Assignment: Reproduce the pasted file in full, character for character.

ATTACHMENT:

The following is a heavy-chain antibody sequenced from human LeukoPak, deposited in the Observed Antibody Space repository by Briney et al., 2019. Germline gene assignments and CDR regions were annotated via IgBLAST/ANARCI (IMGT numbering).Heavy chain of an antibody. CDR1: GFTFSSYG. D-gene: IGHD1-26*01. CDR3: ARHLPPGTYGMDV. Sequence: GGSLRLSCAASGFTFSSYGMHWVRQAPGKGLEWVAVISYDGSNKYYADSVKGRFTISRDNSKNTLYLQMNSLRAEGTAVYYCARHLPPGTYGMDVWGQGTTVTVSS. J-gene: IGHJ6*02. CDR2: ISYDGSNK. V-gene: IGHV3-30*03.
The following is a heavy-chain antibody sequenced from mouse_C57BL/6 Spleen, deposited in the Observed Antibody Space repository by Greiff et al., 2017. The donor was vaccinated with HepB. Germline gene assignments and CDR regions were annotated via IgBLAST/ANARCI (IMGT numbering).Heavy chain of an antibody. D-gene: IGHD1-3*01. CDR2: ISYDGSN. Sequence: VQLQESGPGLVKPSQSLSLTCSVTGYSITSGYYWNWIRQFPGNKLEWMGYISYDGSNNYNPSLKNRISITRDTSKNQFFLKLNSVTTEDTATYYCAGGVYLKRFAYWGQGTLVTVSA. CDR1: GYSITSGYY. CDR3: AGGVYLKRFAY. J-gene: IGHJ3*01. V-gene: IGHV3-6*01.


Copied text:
The following is a heavy-chain antibody sequenced from human LeukoPak, deposited in the Observed Antibody Space repository by Briney et al., 2019. Germline gene assignments and CDR regions were annotated via IgBLAST/ANARCI (IMGT numbering).Heavy chain of an antibody. CDR1: GFTFSSYG. D-gene: IGHD1-26*01. CDR3: ARHLPPGTYGMDV. Sequence: GGSLRLSCAASGFTFSSYGMHWVRQAPGKGLEWVAVISYDGSNKYYADSVKGRFTISRDNSKNTLYLQMNSLRAEGTAVYYCARHLPPGTYGMDVWGQGTTVTVSS. J-gene: IGHJ6*02. CDR2: ISYDGSNK. V-gene: IGHV3-30*03.
The following is a heavy-chain antibody sequenced from mouse_C57BL/6 Spleen, deposited in the Observed Antibody Space repository by Greiff et al., 2017. The donor was vaccinated with HepB. Germline gene assignments and CDR regions were annotated via IgBLAST/ANARCI (IMGT numbering).Heavy chain of an antibody. D-gene: IGHD1-3*01. CDR2: ISYDGSN. Sequence: VQLQESGPGLVKPSQSLSLTCSVTGYSITSGYYWNWIRQFPGNKLEWMGYISYDGSNNYNPSLKNRISITRDTSKNQFFLKLNSVTTEDTATYYCAGGVYLKRFAYWGQGTLVTVSA. CDR1: GYSITSGYY. CDR3: AGGVYLKRFAY. J-gene: IGHJ3*01. V-gene: IGHV3-6*01.